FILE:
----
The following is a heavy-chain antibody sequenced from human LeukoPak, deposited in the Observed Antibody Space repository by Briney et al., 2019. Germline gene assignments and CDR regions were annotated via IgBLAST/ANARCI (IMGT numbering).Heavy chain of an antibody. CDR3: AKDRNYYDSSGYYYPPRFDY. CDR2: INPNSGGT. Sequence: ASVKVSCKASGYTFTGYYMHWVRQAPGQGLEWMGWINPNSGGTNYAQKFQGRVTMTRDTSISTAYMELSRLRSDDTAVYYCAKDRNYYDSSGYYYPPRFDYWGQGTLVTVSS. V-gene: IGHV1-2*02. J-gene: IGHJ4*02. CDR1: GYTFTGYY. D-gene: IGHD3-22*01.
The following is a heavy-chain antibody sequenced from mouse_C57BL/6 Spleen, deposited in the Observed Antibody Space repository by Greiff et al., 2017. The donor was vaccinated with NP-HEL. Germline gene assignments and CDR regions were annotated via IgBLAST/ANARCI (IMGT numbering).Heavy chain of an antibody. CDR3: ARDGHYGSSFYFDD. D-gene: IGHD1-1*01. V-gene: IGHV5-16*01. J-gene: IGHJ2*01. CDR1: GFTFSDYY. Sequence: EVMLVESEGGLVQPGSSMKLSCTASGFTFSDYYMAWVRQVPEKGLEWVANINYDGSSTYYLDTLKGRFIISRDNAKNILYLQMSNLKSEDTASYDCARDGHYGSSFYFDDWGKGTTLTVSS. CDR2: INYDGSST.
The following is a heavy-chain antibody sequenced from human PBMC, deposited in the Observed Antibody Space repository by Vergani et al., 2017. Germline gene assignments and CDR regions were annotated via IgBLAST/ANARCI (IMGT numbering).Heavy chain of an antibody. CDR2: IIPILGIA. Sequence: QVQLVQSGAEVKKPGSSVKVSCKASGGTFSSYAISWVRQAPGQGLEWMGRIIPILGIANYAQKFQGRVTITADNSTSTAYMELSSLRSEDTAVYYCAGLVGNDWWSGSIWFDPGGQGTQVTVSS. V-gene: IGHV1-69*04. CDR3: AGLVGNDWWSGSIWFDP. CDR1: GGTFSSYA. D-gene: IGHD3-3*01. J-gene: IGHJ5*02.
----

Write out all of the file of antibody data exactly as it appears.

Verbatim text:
The following is a heavy-chain antibody sequenced from human LeukoPak, deposited in the Observed Antibody Space repository by Briney et al., 2019. Germline gene assignments and CDR regions were annotated via IgBLAST/ANARCI (IMGT numbering).Heavy chain of an antibody. CDR3: AKDRNYYDSSGYYYPPRFDY. CDR2: INPNSGGT. Sequence: ASVKVSCKASGYTFTGYYMHWVRQAPGQGLEWMGWINPNSGGTNYAQKFQGRVTMTRDTSISTAYMELSRLRSDDTAVYYCAKDRNYYDSSGYYYPPRFDYWGQGTLVTVSS. V-gene: IGHV1-2*02. J-gene: IGHJ4*02. CDR1: GYTFTGYY. D-gene: IGHD3-22*01.
The following is a heavy-chain antibody sequenced from mouse_C57BL/6 Spleen, deposited in the Observed Antibody Space repository by Greiff et al., 2017. The donor was vaccinated with NP-HEL. Germline gene assignments and CDR regions were annotated via IgBLAST/ANARCI (IMGT numbering).Heavy chain of an antibody. CDR3: ARDGHYGSSFYFDD. D-gene: IGHD1-1*01. V-gene: IGHV5-16*01. J-gene: IGHJ2*01. CDR1: GFTFSDYY. Sequence: EVMLVESEGGLVQPGSSMKLSCTASGFTFSDYYMAWVRQVPEKGLEWVANINYDGSSTYYLDTLKGRFIISRDNAKNILYLQMSNLKSEDTASYDCARDGHYGSSFYFDDWGKGTTLTVSS. CDR2: INYDGSST.
The following is a heavy-chain antibody sequenced from human PBMC, deposited in the Observed Antibody Space repository by Vergani et al., 2017. Germline gene assignments and CDR regions were annotated via IgBLAST/ANARCI (IMGT numbering).Heavy chain of an antibody. CDR2: IIPILGIA. Sequence: QVQLVQSGAEVKKPGSSVKVSCKASGGTFSSYAISWVRQAPGQGLEWMGRIIPILGIANYAQKFQGRVTITADNSTSTAYMELSSLRSEDTAVYYCAGLVGNDWWSGSIWFDPGGQGTQVTVSS. V-gene: IGHV1-69*04. CDR3: AGLVGNDWWSGSIWFDP. CDR1: GGTFSSYA. D-gene: IGHD3-3*01. J-gene: IGHJ5*02.